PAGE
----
Our simulations also demonstrate that differences in β-blocker concentrations can complicate interpretations of experimental studies of adrenergic activity in LQT3 syndrome. While the study of ref. 42 suggests that degree of sodium channel block by propranolol can affect arrhythmogenesis, it does not explicitly compare the β-adrenergic and sodium-channel blocking effects of propranolol on LQT3 myocytes. In order to investigate these distinct effects, we created both low (β-adrenergic blocking) and high (β-adrenergic and sodium channel blocking) dose propranolol models. In mutant transmural cable models, low-dose propranolol increased arrhythmogenicity by increasing APDs and TDR; however, higher doses of propranolol were able to decrease both APD and TDR (Figure 6). This finding is consistent with data that shows that 40% of the patients with propranolol-responsive ventricular arrhythmias (due to a variety of causes) require doses that are significantly higher than those known to block β-receptors.43
The level of adrenergic stimulation in LQT3 patients during cardiac events is unknown. Presumably because many events happen during times of rest, sympathetic activation levels are lower than during events in LQT1 and LQT2 patients, which often occur during periods of excitation. By modelling a wide range of isoproterenol concentrations, we have tried to capture the variety of endogenous β-adrenergic stimulation levels. Also, even during sleep, there can be substantial levels of adrenergic stimulation in humans.44 Our results indicate that even at low levels of β-adrenergic activation, isoproterenol could protect against the development of arrhythmogenic triggers (i.e. EADs and increased TDR) in LQT3 cells (Figures 1 and 22).
As in all modelling investigations, a limitation of this study is that our model may be overly simplistic and may not fully recreate all aspects of cardiac electrodynamics. For example, our model only includes ventricular myocardial cells; however, it has been suggested that LQT arrhythmias may actually be triggered in the Purkinje fibres.45 Future modelling studies of LQT3 could incorporate both ventricular and Purkinje model cells.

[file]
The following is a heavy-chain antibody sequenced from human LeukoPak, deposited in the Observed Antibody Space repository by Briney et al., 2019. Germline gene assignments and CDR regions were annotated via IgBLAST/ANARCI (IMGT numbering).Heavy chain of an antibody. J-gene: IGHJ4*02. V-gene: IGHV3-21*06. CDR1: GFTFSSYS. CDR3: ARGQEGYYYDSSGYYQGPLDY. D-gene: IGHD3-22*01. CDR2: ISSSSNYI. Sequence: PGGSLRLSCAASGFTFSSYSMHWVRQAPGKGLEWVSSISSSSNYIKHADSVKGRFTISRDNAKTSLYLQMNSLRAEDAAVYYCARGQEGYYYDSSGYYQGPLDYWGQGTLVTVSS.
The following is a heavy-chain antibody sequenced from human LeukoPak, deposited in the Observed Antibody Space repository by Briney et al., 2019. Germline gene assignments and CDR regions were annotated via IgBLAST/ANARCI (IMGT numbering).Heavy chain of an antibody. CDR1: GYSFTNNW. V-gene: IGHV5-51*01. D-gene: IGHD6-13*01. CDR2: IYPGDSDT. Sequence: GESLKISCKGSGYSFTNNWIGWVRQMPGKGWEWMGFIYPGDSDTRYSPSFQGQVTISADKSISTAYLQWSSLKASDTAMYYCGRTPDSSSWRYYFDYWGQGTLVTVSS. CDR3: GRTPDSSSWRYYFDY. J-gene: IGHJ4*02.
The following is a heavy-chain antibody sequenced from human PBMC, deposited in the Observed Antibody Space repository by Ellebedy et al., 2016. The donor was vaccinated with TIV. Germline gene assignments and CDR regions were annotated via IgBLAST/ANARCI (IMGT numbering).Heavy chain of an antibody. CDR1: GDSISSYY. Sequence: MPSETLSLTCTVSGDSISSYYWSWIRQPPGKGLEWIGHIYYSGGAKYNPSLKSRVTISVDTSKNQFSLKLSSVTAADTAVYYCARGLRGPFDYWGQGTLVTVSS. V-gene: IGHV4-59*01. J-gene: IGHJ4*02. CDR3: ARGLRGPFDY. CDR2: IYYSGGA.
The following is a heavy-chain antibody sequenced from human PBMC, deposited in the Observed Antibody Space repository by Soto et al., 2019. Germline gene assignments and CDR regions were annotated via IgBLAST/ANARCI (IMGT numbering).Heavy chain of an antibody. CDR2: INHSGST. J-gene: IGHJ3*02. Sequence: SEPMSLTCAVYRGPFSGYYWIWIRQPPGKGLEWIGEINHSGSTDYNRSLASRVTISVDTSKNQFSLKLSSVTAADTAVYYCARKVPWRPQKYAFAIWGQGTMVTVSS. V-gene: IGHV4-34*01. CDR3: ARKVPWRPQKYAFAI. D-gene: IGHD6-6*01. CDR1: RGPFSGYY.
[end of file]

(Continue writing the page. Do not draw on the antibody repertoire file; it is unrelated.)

In summary, we investigated the effects of β-adrenergic agonists and antagonists in LQT3 syndrome using a mathematical model of a human-like ventricular myocyte (e.g. a guinea pig myocyte model) that incorporates the ΔKPQ mutant sodium current. We found that isoproterenol can decrease the arrhythmogenicity of LQT3 mutant cells and transmural cables by decreasing APD and TDR and suppressing EAD development. However, the ability of isoproterenol to prevent conduction block depended on the pacing protocol used. This result implicates pacing differences as one major cause of ambiguity in previous experimental studies of isoproterenol in LQT3 syndrome. Low-dose propranolol was shown to worsen the LQT3 phenotype, whereas high dose that also blocked sodium channels was beneficial.
The modelling results presented in the study could inform future clinical investigations. Specifically, a larger randomized controlled trial of β-blockers in the treatment of LQT3 patients is needed. These findings suggest that in addition to a control group, such a study should include a low-dose propranolol group, a high-dose propranolol group, and a group receiving a β-blocker that does not have any known off-target sodium channel effects. In addition to anti-arrhythmic efficacy, it would be important to monitor confounding variables such as serum drug levels, heart rate, and level of sympathetic activity. Finally, findings about the effects of β-adrenergic modulation in LQT3 may provide insights into other more common conditions where late sodium current has been implicated to contribute to disease pathogenesis, such as ischemia–reperfusion injury.46
This work was supported by National Institutes of Health pre-doctoral training awards [GM07739 for R.C.A.-N.; 1F30HL094073-01 for R.C.A.-N.] and the Kenny Gordon Foundation.
We would like to thank Jun Xu and Zheng Zhu for model code and assistance.
Conflict of interest: none declared.